"Texas Hooker" Set To Barrel Into The Midwest, And This Isn't Any Ordinary Storm

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First, there was the "Polar Vortex," which we remember fondly as the "Poehler Vortex," and now the "Texas Hooker" storm is about to strike. No joke: That's the actual, quippy name for a kind of storm that's barreling towards the Midwest, officially called a "Panhandle Hook." It's been nicknamed the Texas Hooker because it usually takes shape over Texas, and its path physically resembles a hook. So what is the Texas Hooker, and what sort of damage should we expect?

Well, the Midwest is currently preparing for Texas Hooker to strike, and though it's a relatively rare kind of storm, it's been responsible for some of America's most notorious and deadly weather conditions. The East Coast will see a few days of balmier weather before the storm hits, but the Texas Hooker will leave the East Coast with a few days of positively freezing weather.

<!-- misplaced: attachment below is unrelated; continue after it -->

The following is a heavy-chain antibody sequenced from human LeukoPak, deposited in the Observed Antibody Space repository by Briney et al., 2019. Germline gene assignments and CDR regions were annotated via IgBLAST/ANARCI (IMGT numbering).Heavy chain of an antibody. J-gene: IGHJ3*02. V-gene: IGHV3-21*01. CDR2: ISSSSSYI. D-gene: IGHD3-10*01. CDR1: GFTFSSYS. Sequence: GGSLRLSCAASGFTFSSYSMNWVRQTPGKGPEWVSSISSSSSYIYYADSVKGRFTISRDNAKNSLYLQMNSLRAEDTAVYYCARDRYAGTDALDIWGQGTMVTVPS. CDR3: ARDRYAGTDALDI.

And the Midwest? Well, the storm is preparing to impact millions of Americans, and blizzard conditions are predicted in parts of Iowa and Minnesota between Thursday and Friday. The most severe weather will likely strike parts of Kentucky and Tennessee.

By nature, the storm "hooks" onto the Northeast and delivers its blow to the Midwest. It's possible that it'll cause a couple of tornadoes, but the swift, freezing winds it'll incite are likely the biggest threat: They could cause gusts that become hurricanes in a dozen states. Slate reports that the ensuing temperatures will be "polar vortex-like," which is less of a fond memory than, say, Amy Poehler memes.

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